David Petraeus developed a reputation for preaching a softer-side of counterinsurgency but it is important to remember that in Iraq and Afghanistan he was responsible for the deaths of vast numbers of Islamist militants—more than any other American, I would wager. Now in his new capacity as CIA director he has notched another important kill: A CIA drone fired a Hellfire missile in Yemen which blew up Anwar al-Awlaki, the head of al-Qaeda in the Arabian Peninsula.
It is very much to President Obama’s credit that he authorized the dispatch, without any legal proceedings, of the American-born Awlaki—something that the ACLU no doubt deplores and that a fainter-hearted president would have shied away from. And it is very much to the CIA’s credit that it managed to track him down and kill him.
This is of great importance because since the decline in capacity of al-Qaeda’s central organization in Pakistan, AQAP has emerged as its most threatening affiliate, and the one with the greatest interest in, and capacity for, staging attacks against the American homeland. Awlaki was also a high profile, English-speaking inspiration for lone-wolf jihadists such as the Fort Hood shooter, Maj. Nidal Malik Hasan. His demise is a victory for justice and a blow to AQAP. But there is no reason to believe that the blow will be fatal.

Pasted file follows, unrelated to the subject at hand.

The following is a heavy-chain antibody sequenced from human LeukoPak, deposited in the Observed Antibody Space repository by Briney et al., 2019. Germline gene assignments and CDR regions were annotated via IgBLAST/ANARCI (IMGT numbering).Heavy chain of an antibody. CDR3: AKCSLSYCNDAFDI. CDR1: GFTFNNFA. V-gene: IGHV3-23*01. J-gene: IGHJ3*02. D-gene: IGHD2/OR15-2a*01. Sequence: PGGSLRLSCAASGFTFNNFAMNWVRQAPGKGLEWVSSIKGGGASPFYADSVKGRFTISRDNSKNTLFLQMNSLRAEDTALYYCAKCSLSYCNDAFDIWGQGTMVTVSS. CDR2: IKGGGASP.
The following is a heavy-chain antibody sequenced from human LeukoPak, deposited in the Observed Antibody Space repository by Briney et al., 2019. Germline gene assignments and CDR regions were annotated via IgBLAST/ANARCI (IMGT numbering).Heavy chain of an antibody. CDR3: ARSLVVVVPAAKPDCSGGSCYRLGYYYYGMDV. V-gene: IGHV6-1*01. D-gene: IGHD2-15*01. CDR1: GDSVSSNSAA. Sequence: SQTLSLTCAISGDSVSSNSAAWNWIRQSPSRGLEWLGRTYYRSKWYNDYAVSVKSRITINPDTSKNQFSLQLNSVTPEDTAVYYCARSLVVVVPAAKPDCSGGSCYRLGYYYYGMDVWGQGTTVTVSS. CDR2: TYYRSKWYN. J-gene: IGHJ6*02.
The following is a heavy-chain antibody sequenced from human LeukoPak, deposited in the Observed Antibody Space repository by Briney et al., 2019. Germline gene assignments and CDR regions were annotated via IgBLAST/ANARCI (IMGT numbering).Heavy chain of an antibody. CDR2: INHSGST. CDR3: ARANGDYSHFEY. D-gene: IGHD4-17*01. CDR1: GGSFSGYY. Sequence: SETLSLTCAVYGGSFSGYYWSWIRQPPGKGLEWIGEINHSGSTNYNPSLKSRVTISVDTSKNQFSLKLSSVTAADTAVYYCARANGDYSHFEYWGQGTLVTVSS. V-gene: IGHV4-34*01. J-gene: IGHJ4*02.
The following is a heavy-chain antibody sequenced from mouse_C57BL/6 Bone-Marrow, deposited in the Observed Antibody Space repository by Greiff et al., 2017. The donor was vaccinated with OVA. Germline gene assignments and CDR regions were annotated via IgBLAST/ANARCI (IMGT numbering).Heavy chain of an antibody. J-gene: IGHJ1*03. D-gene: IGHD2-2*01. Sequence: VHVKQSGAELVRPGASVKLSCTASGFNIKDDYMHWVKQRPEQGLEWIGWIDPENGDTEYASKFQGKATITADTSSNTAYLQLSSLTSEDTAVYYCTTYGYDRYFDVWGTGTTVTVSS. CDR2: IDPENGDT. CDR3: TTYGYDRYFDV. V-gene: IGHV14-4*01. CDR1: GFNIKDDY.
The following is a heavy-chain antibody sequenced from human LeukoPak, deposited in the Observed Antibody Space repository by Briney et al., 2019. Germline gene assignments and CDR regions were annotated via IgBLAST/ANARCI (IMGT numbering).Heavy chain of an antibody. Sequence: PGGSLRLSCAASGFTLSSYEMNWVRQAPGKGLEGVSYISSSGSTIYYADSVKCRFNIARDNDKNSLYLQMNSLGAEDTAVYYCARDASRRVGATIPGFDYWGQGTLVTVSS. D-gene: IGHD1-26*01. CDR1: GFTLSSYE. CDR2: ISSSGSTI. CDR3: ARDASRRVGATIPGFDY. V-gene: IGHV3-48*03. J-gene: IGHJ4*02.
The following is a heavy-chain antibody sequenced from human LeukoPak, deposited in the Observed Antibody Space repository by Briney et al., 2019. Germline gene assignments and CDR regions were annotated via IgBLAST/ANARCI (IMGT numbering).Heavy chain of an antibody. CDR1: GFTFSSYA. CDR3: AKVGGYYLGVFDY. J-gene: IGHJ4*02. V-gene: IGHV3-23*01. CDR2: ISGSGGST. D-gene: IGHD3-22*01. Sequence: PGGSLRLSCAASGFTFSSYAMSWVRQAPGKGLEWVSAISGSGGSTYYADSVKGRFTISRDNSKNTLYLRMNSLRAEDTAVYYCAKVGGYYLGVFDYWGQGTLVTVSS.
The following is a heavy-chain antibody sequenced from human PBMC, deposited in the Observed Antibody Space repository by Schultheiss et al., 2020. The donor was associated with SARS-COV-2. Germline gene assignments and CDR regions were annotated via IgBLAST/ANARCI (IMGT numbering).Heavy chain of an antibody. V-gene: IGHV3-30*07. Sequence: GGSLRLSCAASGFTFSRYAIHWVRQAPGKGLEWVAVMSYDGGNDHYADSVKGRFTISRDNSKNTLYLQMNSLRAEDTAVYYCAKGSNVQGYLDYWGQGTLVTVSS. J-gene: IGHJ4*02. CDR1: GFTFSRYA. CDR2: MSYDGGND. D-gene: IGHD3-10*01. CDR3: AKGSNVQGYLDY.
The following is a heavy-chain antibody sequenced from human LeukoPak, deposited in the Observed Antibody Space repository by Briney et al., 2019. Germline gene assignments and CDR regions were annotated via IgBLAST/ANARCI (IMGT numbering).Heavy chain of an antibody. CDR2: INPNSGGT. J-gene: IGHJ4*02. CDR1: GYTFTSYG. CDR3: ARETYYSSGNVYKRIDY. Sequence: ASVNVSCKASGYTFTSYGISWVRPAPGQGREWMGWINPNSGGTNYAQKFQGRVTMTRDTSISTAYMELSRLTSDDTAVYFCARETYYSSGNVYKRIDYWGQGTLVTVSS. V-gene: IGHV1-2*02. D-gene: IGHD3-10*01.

In the past, terrorist organizations such as al-Qaeda in Iraq, Hamas, and Hezbollah have been able to replace their leaders after they were killed. AQAP may well have a similar regenerative capacity. It is helped by the political chaos that grips Yemen, a land that is lightly governed in the best of times. Taking advantage of this turmoil, AQAP has been able to carve out control of territory in southern Yemen, with hopes of expanding its sphere of influence. It also has links to the Shabab in Somalia, which similarly controls large swathes of land. When terrorist groups manage to control territory, they are unlikely to be destroyed by the mere loss of their leaders. There must be a state powerful enough to exert control on a 24/7 basis, something that doesn’t exist in either Yemen or Somalia.
We should by all means celebrate Awlaki’s demise but we should not assume that AQAP died with him.